That, according to NERA, is a roadmap to potential economic calamity and consumer pain.
Posted September 2, 2015
Finalized federal requirements for ethanol use in 2014, 2015 and 2016 under the Renewable Fuel Standard (RFS) are scheduled to come out later this year. As EPA completes work on them, the interests of American consumers should be put ahead of special ethanol interests. At the same time, policymakers should recognize that the RFS is broken, out of date and should be repealed.
Ethanol supporters argue that RFS mandates can be met by pushing out more E15 and E85 fuel, which contain higher levels of ethanol than E10 gasoline that’s standard across the country. But this would disregard potential risks to consumers and small businesses. A number of organizations argue that point in official comments to EPA on the RFS, which can be found here.
Posted September 1, 2015
Surely, more state governors soon will echo the concern of Colorado’s John Hickenlooper for the potential economic impacts on his state of stricter ozone standards proposed by EPA. That is, any governor concerned about what it could mean for growth and progress if large chunks of his or her state were declared out of compliance.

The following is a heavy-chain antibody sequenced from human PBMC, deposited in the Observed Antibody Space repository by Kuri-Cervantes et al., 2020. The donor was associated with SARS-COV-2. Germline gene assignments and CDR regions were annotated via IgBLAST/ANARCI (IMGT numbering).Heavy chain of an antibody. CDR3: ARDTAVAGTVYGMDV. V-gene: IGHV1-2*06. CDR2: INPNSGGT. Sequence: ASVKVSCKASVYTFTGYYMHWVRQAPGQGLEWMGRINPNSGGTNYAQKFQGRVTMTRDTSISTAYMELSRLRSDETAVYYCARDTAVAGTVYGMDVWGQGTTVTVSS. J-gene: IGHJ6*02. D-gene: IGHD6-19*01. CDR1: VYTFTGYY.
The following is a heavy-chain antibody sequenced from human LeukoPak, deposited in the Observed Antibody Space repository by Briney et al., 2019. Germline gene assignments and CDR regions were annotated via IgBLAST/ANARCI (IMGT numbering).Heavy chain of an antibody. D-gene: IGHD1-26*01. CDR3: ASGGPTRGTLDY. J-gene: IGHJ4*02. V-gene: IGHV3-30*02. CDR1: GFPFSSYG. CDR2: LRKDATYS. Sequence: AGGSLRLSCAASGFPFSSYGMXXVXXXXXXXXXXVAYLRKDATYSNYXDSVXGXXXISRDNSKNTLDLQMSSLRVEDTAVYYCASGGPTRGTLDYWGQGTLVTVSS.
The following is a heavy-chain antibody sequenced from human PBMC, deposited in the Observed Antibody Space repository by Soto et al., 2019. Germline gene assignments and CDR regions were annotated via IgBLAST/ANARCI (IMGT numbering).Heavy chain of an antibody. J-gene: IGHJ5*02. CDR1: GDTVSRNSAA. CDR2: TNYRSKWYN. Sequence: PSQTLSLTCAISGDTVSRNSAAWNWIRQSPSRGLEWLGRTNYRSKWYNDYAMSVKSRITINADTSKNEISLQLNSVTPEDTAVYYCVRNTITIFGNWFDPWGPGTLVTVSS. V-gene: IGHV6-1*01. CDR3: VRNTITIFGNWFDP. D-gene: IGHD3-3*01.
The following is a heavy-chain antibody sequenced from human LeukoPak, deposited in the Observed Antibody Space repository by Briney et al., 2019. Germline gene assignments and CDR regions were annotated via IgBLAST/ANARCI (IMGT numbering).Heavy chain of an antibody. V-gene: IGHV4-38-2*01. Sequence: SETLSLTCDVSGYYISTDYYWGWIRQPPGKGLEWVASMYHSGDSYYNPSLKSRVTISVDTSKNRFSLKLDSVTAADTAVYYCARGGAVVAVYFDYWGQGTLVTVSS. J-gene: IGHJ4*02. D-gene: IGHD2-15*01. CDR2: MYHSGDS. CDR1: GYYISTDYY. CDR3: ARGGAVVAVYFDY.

In Colorado, that could be more than $19 billion in gross state product losses from 2017 to 2040 and nearly 11,000 lost jobs or job equivalents, according to a study by NERA Economic Consulting.
Posted August 27, 2015
Our series highlighting the economic and jobs impact of energy in each of the 50 states continues today with Georgia. We started the series with Virginia on June 29 and began this week with a review of Kentucky, Tennessee and Utah. All information covered in this series can be found online here, arranged on an interactive map of the United States. State-specific information across the country will be populated on this map as the series continues.
As we can see with Georgia, the energy impacts of the states individually combine to form energy’s national economic and jobs picture: 9.8 million jobs supported and $1.2 trillion in value added.
Posted August 25, 2015
Earlier this year at the U.S. Energy Information Administration’s (EIA) annual conference in Washington, ClearView Energy Partners’ Christine Tezak described the Obama administration’s energy policy as “give a little, take a little,” further characterizing it as “transitioning from scarcity to adequacy.”